1972 Monte Carlo podium with Jean Todt
During 1972, Aaltonen was also driving Citroen SM Maserati and BMW 2002 Ti in few events. He continued that way in 1973, changing three manufacturers during the first season of the World Rally Championship. He was driving Datsun 240Z, Fiat 124 Abarth and Opel Ascona.
First WRC podium at 1973 Acropolis Rally
In May 1973, at Acropolis Rally, Rauno Aaltonen and Robin Turvey finished second in the #12 Fiat 124 Abarth, behind Jean-Luc Therier in the Alpine-Renault A110 1800.
After many international wins, it was officially the first WRC podium for Aaltonen. Later in a career, he scored five more WRC podiums but never scored a WRC victory. All five podiums he reached at Safari Rally, one of the most demanding events in a WRC calendar.
Five WRC podiums at Safari Rally
There was some special connection between Rauno Aaltonen and Safari Rally. Many European drivers were skipping that event but Aaltonen was a regular competitor there from 1967 to 1987. The 1987 Safari rally was his last WRC event.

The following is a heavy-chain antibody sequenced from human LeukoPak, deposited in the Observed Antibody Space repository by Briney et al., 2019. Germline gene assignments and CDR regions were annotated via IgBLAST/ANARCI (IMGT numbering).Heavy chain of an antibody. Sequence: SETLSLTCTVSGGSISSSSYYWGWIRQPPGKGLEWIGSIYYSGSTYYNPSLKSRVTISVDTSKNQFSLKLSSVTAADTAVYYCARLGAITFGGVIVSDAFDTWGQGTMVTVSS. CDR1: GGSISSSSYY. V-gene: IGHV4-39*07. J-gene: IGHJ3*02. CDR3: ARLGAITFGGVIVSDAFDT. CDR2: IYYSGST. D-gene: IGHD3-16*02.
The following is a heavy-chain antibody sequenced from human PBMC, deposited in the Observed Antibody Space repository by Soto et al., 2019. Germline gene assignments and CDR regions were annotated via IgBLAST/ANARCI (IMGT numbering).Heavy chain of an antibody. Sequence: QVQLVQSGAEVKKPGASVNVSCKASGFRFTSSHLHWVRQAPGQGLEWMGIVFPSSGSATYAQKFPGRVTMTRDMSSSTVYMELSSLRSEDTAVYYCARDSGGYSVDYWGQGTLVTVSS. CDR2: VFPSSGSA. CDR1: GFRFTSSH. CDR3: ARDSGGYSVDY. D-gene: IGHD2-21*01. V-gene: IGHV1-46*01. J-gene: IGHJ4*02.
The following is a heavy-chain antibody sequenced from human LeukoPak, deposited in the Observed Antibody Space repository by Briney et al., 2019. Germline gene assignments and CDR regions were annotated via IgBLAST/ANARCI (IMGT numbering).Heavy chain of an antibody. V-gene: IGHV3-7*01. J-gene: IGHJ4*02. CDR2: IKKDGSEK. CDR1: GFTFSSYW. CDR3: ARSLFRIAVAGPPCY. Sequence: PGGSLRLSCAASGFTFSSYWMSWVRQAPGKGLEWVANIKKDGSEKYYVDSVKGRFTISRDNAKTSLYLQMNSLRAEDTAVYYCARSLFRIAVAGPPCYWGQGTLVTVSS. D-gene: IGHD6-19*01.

In twenty years of his African adventure, Aaltonen participated at Kenyan event with thirteen different cars from five different manufacturers. He scored his first podium in 1977, driving the Datsun 160J alongside Lofty Drews and finishing second behind Bjorn Waldegard. Aaltonen and Drews added two more podiums using the same car in 1978 (third) and 1980 (second). In 1981, they were second with Datsun Violet GT.
Aaltonen's last WRC event was 1987 Safari Rally
The last podium for Aaltonen and Drews came in 1984, with Opel Manta 400. They finished second for the fourth time, Bjorn Waldegard was the winner again. Aaltonen's last WRC event was the 1987 Safari Rally with Opel Kadett GSI when he finished ninth.
At Rallye Monte Carlo, Aaltonen participated for the last time in 1981, driving the Datsun Violet GT and finishing 13th overall.
Professor has a school for driving on ice and snow
After leaving professional rallying, at the age 49, Aaltonen participated at some historic rallying events, such were Legend Boucles de Spa or Goodwood Rally Stage. He returned to the Mount Panorama race track one more time in 1991, reuniting with Bob Holden at Bathurst 1000. They were driving Toyota Corolla.
In recent years Aaltonen's focus was, according to his nickname (Rally Professor) on teaching the people how to drive on ice and snow, and how to race successfully. Together with his son Tino, Rauno is running the Aaltonen Motorsport, the company which organizes various driving events and trainings. When competing, Aaltonen was one of the first proponet of the left-foot braking, the revolutionary technique which is today a must-know technique to be a successful rally driver.